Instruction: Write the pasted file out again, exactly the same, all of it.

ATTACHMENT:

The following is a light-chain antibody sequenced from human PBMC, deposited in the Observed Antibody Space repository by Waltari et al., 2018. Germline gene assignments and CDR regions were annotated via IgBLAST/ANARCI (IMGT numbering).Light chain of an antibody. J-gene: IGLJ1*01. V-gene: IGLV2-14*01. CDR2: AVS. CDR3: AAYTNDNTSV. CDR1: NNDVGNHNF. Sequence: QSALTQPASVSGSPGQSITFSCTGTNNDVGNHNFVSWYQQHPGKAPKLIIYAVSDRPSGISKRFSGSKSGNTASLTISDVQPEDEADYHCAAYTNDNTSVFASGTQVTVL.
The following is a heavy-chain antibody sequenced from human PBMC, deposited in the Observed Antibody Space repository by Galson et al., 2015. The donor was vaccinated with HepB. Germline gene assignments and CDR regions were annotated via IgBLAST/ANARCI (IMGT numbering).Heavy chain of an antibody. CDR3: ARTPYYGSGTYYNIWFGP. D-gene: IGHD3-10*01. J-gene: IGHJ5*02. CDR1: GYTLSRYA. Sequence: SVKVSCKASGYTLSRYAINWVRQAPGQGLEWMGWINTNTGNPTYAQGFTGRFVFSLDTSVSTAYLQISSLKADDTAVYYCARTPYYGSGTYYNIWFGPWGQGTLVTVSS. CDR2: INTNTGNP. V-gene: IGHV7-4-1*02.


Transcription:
The following is a light-chain antibody sequenced from human PBMC, deposited in the Observed Antibody Space repository by Waltari et al., 2018. Germline gene assignments and CDR regions were annotated via IgBLAST/ANARCI (IMGT numbering).Light chain of an antibody. J-gene: IGLJ1*01. V-gene: IGLV2-14*01. CDR2: AVS. CDR3: AAYTNDNTSV. CDR1: NNDVGNHNF. Sequence: QSALTQPASVSGSPGQSITFSCTGTNNDVGNHNFVSWYQQHPGKAPKLIIYAVSDRPSGISKRFSGSKSGNTASLTISDVQPEDEADYHCAAYTNDNTSVFASGTQVTVL.
The following is a heavy-chain antibody sequenced from human PBMC, deposited in the Observed Antibody Space repository by Galson et al., 2015. The donor was vaccinated with HepB. Germline gene assignments and CDR regions were annotated via IgBLAST/ANARCI (IMGT numbering).Heavy chain of an antibody. CDR3: ARTPYYGSGTYYNIWFGP. D-gene: IGHD3-10*01. J-gene: IGHJ5*02. CDR1: GYTLSRYA. Sequence: SVKVSCKASGYTLSRYAINWVRQAPGQGLEWMGWINTNTGNPTYAQGFTGRFVFSLDTSVSTAYLQISSLKADDTAVYYCARTPYYGSGTYYNIWFGPWGQGTLVTVSS. CDR2: INTNTGNP. V-gene: IGHV7-4-1*02.